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Family courts reporting trial will lead to greater transparency, says Head of Law School


Head of the Law School

TRIALS have been launched to give journalists greater powers to report on matters in family courts for the first time.  

A 12-month pilot launched on Monday, 30 January,  in Leeds, Cardiff and Carlisle, means accredited journalists and legal bloggers can report on proceedings provided they protect the anonymity of the families involved.  

Professor Engobo Emeseh, Head of the Law School at the University of Bradford, believes it is a positive move which will lead to greater transparency in cases which were previously kept private.  

She said: “There have been calls for a change to allow for more transparency in this area for a while. 

“Family courts are concerned with making fundamental decisions about the life of a child and their future so there needs to be some level of transparency and accountability, at the same time protecting other valid interests.  

“Previously there have been campaigns around decisions made concerning children which have been deemed to be unfair, but the public hasn’t been given access to all the evidence as it couldn’t be reported.  

“So, they couldn’t come to a fair assessment of whether or not the right decision had been made.”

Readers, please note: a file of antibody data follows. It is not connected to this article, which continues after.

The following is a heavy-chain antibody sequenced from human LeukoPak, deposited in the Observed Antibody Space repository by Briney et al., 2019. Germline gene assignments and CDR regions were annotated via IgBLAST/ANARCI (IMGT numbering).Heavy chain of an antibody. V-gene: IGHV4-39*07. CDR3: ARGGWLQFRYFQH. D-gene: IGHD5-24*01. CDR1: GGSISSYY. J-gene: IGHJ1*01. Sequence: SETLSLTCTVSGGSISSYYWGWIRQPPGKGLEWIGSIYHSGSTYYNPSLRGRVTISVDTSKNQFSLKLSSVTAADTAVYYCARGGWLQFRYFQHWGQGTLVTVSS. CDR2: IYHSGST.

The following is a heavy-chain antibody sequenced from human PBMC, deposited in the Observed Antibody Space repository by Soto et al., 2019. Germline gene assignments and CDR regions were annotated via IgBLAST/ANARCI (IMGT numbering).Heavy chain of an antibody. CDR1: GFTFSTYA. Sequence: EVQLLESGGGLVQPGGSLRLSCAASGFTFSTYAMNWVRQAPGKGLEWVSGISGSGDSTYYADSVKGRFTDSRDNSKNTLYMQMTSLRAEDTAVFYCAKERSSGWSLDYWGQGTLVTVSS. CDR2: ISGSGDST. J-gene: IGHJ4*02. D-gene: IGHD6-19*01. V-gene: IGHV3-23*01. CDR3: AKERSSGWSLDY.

Nearly 250,000 cases go through the family justice system in England and Wales each year, including custody cases when parents have divorced as well as the placement of children where welfare issues are concerned, such as abuse and neglect.  

Should the trial prove successful, it could be rolled out to every court in England and Wales.  

Speaking to BCB Radio, Professor Emeseh added: “There has always been the opportunity for journalists to be in court so it hasn’t been solely behind closed doors, but they couldn’t report specific details or interview parents or other parties anonymously.  

“It meant it was impossible for the public to understand the reasons why specific decisions were made in a particular case. 

“There were very good reasons for these restrictions. Family courts deal with sensitive issues and often involving vulnerable individuals.  

“This trial will give journalists greater scope on what they can report as well as the ability to interview parents anonymously.  

“There are still safeguards in place, including protecting the identity of children and families.  

“The judge can also vary the transparency order if they feel reporting is not in the interest of the child.” 

Professor Emeseh also hoped local reporters would give as much weight to the “everyday” cases as they might to high profile ones.  

She said: “My only concern would be that journalists might not be interested in the more mundane cases, and that’s what you need journalists to cover, the run-of-the-mill cases where you need that oversight and transparency. 

“It will be for journalists to take on that responsibility to ensure a fair balance between the everyday cases with the more sensational ones.” 

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